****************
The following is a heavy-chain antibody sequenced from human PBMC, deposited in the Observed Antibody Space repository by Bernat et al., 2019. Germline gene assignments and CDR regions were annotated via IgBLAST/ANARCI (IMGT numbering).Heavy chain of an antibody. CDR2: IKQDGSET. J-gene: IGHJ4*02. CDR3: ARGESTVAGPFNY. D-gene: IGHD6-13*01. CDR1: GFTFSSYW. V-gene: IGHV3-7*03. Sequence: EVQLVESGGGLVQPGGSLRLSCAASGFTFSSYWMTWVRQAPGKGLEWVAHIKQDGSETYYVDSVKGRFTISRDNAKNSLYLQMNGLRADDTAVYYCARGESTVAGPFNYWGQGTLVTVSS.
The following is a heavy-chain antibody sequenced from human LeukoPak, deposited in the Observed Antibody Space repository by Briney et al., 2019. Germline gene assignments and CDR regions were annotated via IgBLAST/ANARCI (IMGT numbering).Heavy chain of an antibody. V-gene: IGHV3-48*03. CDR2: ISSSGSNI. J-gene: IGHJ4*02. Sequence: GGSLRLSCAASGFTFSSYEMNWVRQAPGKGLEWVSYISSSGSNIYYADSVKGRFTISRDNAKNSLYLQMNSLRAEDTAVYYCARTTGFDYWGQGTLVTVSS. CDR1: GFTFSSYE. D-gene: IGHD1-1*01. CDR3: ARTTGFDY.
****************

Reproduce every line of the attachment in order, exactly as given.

The following is a heavy-chain antibody sequenced from human PBMC, deposited in the Observed Antibody Space repository by Bernat et al., 2019. Germline gene assignments and CDR regions were annotated via IgBLAST/ANARCI (IMGT numbering).Heavy chain of an antibody. CDR2: IKQDGSET. J-gene: IGHJ4*02. CDR3: ARGESTVAGPFNY. D-gene: IGHD6-13*01. CDR1: GFTFSSYW. V-gene: IGHV3-7*03. Sequence: EVQLVESGGGLVQPGGSLRLSCAASGFTFSSYWMTWVRQAPGKGLEWVAHIKQDGSETYYVDSVKGRFTISRDNAKNSLYLQMNGLRADDTAVYYCARGESTVAGPFNYWGQGTLVTVSS.
The following is a heavy-chain antibody sequenced from human LeukoPak, deposited in the Observed Antibody Space repository by Briney et al., 2019. Germline gene assignments and CDR regions were annotated via IgBLAST/ANARCI (IMGT numbering).Heavy chain of an antibody. V-gene: IGHV3-48*03. CDR2: ISSSGSNI. J-gene: IGHJ4*02. Sequence: GGSLRLSCAASGFTFSSYEMNWVRQAPGKGLEWVSYISSSGSNIYYADSVKGRFTISRDNAKNSLYLQMNSLRAEDTAVYYCARTTGFDYWGQGTLVTVSS. CDR1: GFTFSSYE. D-gene: IGHD1-1*01. CDR3: ARTTGFDY.